Review: 'The Lady in the Van' a compelling character study


THE LADY IN THE VAN: 3 STARS

Fans of Maggie Smith’s cantankerous "Downton Abbey" character Violet Crawley will find some pleasure in her new performance as a homeless woman.

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The costumes have changed but her irascibility and way with a line are firmly in place.

"The Lady in the Van," is the true story of the friendship between "The History Boys" playwright Alan Bennett (Alex Jennings) and Miss Mary Shepherd (Smith, reprising her acclaimed stage role) the woman who lives in front of his Camden home. In the early 1970s he let her park her van in his driveway. "It’ll be easier," he says, "just until she figures out where she’s going." Fifteen years later she was still there, a curiosity for the neighbours but a muse of sorts for Bennett.

Little by little he discovers more details about her life—how she was once a nun, a gifted piano player and once committed to an institution by her family—including her darkest secret, that she felt responsible for the death of a motorcyclist after a car accident. Living in fear of arrest her life unravelled and she wound up on Bennett’s driveway and a part of his life.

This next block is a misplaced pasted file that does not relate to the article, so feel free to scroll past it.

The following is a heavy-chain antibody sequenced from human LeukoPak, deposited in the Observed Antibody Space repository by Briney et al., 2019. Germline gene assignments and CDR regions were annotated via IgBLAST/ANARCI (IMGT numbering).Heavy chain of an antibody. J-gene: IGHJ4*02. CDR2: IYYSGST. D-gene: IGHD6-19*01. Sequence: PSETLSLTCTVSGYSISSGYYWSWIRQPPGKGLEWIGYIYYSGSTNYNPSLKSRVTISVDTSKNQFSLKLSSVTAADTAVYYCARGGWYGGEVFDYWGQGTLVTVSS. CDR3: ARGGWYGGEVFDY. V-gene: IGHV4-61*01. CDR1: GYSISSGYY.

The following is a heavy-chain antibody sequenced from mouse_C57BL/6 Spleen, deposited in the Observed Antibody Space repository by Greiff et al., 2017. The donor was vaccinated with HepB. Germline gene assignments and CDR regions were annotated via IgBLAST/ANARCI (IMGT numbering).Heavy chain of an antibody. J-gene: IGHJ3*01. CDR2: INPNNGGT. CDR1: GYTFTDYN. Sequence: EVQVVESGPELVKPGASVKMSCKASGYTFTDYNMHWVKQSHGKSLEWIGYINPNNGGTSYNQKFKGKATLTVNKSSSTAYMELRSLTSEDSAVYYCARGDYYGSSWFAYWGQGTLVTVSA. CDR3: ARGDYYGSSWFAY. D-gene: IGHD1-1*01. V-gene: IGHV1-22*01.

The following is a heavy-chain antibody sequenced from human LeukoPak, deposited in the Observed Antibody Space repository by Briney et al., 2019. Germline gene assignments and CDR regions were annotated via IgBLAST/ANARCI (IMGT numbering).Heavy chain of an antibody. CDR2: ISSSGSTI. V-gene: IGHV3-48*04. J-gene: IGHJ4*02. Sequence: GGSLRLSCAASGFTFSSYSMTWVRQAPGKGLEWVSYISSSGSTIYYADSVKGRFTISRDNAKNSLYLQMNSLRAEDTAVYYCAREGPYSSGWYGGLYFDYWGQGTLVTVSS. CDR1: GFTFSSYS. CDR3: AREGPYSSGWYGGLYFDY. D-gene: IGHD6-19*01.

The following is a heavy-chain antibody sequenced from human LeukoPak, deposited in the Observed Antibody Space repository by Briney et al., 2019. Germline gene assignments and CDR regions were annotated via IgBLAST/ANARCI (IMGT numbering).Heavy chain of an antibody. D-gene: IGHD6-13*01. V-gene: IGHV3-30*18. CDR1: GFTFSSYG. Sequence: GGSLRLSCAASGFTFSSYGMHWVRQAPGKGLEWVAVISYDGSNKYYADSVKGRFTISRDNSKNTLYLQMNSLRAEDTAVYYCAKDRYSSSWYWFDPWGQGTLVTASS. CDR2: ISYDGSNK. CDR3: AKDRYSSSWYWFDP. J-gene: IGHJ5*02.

"The Lady in the Van" is a character study of a difficult person contained in a movie that often errs on the side of sentiment, particularly in its fanciful final moments, but avoids caricature.

It isn’t driven by story, instead it’s a comedy of manners propelled by Smith’s characterization of the eccentric titular character and the human bond that grows between Bennett and Shepherd.

In terms of any real action, nothing much happens, save for a bang at the beginning.

Bennett, who wrote the screenplay based on his stage play, is clearly fond of his central character—despite describing her as someone for whom "feelings of gratitude, humility and forgiveness were either foreign to her nature or had become so over the years"—and has painted a portrait of a socially uncomfortable woman who isn’t an ogre but a tragic figure. Smith brings her to vivid life, giving this slight movie some real heart and soul.



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